After management fees topped the list of complaints made to the city’s consumer watchdog, developers and owners of private residences in Hong Kong should think about establishing specialized funds to finance the repair and property maintenance.
The Consumer Council urged developers to be more frank about the distribution of owners’ rights and the specifics of management fees.
This suggestion was made following the release on Thursday of a 2-year report by the council. It highlighted complaints about maintenance fees.
Over the course of the last 11 years, the council has handled 694 complaints involving fees totaling HK$393 million (US$50 million).
According to the report, conflicts over charges were present in half of the cases. The council acknowledged that its success rate was too low, yet only half of the concerns were handled following its participation.
About 200 residents of a residential complex complained about maintenance fees in one of the largest cases that year.
The study by the council focused on the complex legal framework that governs property management in Hong Kong, a market worth HK$55 billion that affects around 1.6 million individuals who live in privately held residential homes.
The average management cost paid by property owners is HK$2.7/sq. foot, or approximately HK$1,108/month. 7.4% of surveyed monthly income was made up of charges.
There were 1,103 participants in the survey, including owners, owners’ organizations, and property management firms.
The study discovered significant differences in service quality across homeowners, owners’ associations, and management corporations.
According to homeowners and their groups, management businesses barely met 2/3rd of the expectations.
However, management firms insisted that they excelled in many areas of their services.
The poll also revealed that many owners did not participate in property management decisions by voting or attending meetings. “Busy” and “no comment” were cited as excuses for not participating.
About 97% owners who were part of the survey claimed they had “no time,” “no interest,” or were “too old to participate in” organizations formed to advance their interests. Their bargaining leverage was consequently constrained by any decision-making procedures which involved property management businesses as a result of their non-participation.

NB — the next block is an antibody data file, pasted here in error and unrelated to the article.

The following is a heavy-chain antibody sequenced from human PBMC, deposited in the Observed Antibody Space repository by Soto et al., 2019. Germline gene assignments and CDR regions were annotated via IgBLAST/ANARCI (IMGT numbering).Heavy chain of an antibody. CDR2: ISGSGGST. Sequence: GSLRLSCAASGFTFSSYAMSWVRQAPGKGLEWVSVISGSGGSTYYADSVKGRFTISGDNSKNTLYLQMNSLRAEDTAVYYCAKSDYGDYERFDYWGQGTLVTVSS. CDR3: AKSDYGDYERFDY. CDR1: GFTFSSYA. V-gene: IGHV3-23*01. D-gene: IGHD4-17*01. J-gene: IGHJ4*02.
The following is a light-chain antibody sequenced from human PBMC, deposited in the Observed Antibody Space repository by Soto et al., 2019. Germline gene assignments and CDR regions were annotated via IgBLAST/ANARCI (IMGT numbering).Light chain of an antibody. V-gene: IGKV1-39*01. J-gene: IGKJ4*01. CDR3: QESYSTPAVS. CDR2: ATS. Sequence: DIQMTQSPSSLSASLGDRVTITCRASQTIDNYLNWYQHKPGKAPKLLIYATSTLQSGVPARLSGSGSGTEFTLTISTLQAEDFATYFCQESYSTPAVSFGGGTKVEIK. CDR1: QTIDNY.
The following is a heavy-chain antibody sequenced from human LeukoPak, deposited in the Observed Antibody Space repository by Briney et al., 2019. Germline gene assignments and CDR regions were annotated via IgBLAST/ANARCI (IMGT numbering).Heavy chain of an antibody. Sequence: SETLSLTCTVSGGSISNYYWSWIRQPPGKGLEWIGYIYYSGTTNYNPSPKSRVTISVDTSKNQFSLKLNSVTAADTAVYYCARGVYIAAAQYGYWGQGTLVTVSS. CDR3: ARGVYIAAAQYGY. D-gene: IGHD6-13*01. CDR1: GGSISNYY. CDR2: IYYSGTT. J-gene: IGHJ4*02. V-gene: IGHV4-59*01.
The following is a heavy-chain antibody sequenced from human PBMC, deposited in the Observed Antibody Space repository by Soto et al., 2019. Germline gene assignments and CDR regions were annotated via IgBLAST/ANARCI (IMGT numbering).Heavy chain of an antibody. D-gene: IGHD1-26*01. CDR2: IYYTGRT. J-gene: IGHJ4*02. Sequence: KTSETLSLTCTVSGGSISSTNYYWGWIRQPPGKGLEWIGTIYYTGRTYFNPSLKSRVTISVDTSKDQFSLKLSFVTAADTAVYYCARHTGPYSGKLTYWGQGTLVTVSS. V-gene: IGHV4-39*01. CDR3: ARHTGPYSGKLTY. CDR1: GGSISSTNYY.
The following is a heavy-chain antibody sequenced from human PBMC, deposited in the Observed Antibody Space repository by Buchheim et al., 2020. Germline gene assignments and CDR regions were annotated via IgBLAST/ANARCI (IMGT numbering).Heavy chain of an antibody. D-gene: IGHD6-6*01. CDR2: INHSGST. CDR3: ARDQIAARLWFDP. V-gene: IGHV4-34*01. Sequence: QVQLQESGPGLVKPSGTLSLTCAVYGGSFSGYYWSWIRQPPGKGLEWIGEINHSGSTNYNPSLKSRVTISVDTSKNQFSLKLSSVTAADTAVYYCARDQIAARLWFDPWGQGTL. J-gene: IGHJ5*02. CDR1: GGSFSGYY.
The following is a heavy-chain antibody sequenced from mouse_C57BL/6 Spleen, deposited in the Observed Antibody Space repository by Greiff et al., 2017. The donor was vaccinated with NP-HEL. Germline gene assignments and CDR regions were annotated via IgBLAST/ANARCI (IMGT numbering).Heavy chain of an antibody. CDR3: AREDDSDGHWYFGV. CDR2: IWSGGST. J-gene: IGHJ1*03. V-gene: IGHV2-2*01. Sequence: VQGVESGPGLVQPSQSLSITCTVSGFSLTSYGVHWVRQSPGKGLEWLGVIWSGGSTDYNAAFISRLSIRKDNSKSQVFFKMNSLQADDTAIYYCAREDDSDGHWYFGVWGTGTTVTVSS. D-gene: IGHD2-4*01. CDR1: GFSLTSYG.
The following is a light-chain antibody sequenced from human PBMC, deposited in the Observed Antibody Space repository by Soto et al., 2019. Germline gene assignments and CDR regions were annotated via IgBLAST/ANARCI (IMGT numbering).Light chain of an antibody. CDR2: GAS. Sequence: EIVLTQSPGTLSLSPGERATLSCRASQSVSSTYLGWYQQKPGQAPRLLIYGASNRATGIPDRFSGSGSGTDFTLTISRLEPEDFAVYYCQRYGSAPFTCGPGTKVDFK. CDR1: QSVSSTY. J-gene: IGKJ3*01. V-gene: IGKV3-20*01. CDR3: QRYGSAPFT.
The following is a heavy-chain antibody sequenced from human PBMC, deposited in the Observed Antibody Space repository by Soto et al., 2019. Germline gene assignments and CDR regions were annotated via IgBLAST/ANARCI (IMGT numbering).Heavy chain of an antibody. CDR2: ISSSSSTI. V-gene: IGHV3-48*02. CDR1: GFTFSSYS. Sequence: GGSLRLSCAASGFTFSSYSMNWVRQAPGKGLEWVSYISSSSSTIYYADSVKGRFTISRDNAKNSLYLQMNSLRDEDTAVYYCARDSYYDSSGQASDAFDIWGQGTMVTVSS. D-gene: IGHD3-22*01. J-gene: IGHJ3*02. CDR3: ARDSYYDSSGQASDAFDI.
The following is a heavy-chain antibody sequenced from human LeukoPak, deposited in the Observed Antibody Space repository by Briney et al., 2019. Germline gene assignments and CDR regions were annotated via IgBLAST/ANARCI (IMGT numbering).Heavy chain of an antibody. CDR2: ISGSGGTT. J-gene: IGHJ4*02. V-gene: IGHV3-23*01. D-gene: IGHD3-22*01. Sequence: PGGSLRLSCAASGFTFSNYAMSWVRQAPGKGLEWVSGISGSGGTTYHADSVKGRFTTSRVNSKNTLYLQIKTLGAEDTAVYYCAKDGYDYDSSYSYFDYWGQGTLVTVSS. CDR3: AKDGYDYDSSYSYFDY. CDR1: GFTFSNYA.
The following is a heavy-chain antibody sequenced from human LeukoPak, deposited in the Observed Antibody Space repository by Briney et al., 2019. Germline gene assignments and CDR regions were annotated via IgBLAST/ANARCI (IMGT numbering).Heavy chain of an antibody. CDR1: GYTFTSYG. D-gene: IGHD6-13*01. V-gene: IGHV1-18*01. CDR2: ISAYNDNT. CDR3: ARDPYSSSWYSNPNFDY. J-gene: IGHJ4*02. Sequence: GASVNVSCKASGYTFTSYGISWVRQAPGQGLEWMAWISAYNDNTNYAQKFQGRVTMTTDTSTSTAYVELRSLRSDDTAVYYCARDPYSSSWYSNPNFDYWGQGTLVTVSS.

The council claimed that management firms frequently had connections to residential developers. The report also stated that developers frequently required project managers to be a part of their projects.
According to the council, 249 development projects were under examination. There were 85 management businesses amongst this, out of which 75% of the firms had ties to builders.
If home buyers were given fewer than 50% of the ownership rights, the research warned of a potential conflict of interest between developers and their management businesses. According to the council, management fees are often based on the gross floor space of residential estates, which determines ownership rights.
However, the council discovered that the calculation of ownership rights was not specified in the property sales documents.
To safeguard the sustainability of developments, the council recommended that property owners and management businesses create a capital works fund and shape a 10-year plan for repair and maintenance.
Additionally, the fund should demand that investors pay monthly fees and that developers contribute seed money.
The reserve structure, according to the council, was based on Australian customs. At the eResidence in Hung Hom (a redevelopment project), the Urban Renewal Authority established a trial program which required the management business to develop a 10-year repair and maintenance plan, and also figure out how to set up a reserve fund to pay for the work.
- Published By Team Hongkong Journalist